FireFox500 1 point 19 months ago

Ohhhhh, thanks for the tldr!

quals2favori2o 1 point 19 months ago

When you put the cpu cooler on the back, is it an exhaust or intake?

Wolfemane 7 Builds 3 points 19 months ago

From the fan position it's exhaust.

kylemcdonald submitter 1 Build 1 point 16 months ago

Correct, exhaust. Corsair also has a diagram showing this as the recommended design for their 400Q case.

mimoralea 1 point 17 months ago

Can you share why you went with the X99-E WS instead of the X299? Supposedly X99 is an outdated platform and it has terrible reviews.

Thanks for sharing your research process here (https://pcpartpicker.com/forums/topic/242541-deep-learning-with-2x1080-ti)

Very useful.

kylemcdonald submitter 1 Build 2 points 16 months ago

I went with the X99 because I was already spending a bunch on everything else and wanted to get a fast multicore CPU without spending a bunch on the CPU. I've also seen other similar machines using this motherboard and wanted to go with something that I was sure would work. My guess is that in another year the price will come down and enough people will have built machines with X299 to make it the clear answer, but the time wasn't right for me yet.

Wolfemane 7 Builds 1 point 16 months ago

Now that it's been 3 months since the build, how is it doing expectation wise. Performing where you want it to?

kylemcdonald submitter 1 Build 1 point 14 months ago

It continues to run cool and quiet while allowing me to push things pretty far. I took across country in a flight case recently and didn't have any big problems. The GPU power started bumping into the fan after that, but the thumbscrews made it easy to remove the side and fix things.

elpidiovaldez5 1 point 15 months ago

I am using your design as a basis for my own deep learning machine. Imitation IS flattery. Thanks for sharing.

I have so many questions though...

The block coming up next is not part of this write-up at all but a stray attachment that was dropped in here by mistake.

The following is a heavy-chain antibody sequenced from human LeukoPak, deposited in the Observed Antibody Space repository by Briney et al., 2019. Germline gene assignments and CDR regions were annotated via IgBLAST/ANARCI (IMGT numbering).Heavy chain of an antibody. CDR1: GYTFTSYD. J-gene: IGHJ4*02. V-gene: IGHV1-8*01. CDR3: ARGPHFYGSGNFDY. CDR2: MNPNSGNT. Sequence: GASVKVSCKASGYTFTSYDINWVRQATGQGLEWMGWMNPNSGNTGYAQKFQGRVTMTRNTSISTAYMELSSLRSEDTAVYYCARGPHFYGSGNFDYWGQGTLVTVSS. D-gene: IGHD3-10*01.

I'm curious about the use of the GPUs in slots 1 and 5. Is the system configuring itself in triple PCIe mode, as shown in the manual, with the unused slot 3 being configured as x16 ?

Do you get full PCIe 3.0 x4 bandwidth to the M.2 connector ? Actually how do you use the M.2 connector, it looks like it is totally blocked by the GPU in slot 5 ? How fast is Ubuntu booting from the 960 Evo ? Did you have any problems with NVME ?

kylemcdonald submitter 1 Build 1 point 14 months ago

I'll share what I can remember.

I know that using slots 1 and 5 gives me x16 in both. I didn't check to see how slot 3 is configured.

You must install the 960 Evo in the M.2 connector before installing a GPU in slot 5. It is inaccessible after installing the GPU.

PCIe 3.0 x4 bandwidth tops out at ~4GB/s, the Evo claims 3.2GB/s sequential read and 1.8GBps sequential write. Testing with the fio tool I see 2.4GB/s sequential read and 1.7GB/s sequential write. I'm not sure why the read is lower than reported.

The output of systemd-analyze is: Startup finished in 11.599s (firmware) + 6.274s (loader) + 9.573s (kernel) + 12.931s (userspace) = 40.378s

Part of that might be my configuration. systemd-analyze blame reports as the top offender: 8.078s NetworkManager-wait-online.service

I haven't had any NVMe problems.

elpidiovaldez5 1 point 13 months ago

Thanks for your help. I have gone ahead and bought my components. I'll put the build on partpicker uk when I have got it working.

Steinhafen 1 point 11 months ago

Very nice built! I am planning on building mine, doing research on what components to buy now. The plan is to build one with two 1080 ti like yours now, but with space to upgrade to 4 in the near future. Do you think this case is compatible?

Thanks for sharing the built!

jeffwash 1 point 8 months ago

Thanks for all this detail. I'm about to do the same thing, only want to put it in our server rack. Have you been happy with the build? Are there any components you would do differently?

Thanks!! -Jeff

gatorback 1 point 6 months ago

Greetings, Were Ryzen CPUs considered for the build and eliminated for some reason? Thanks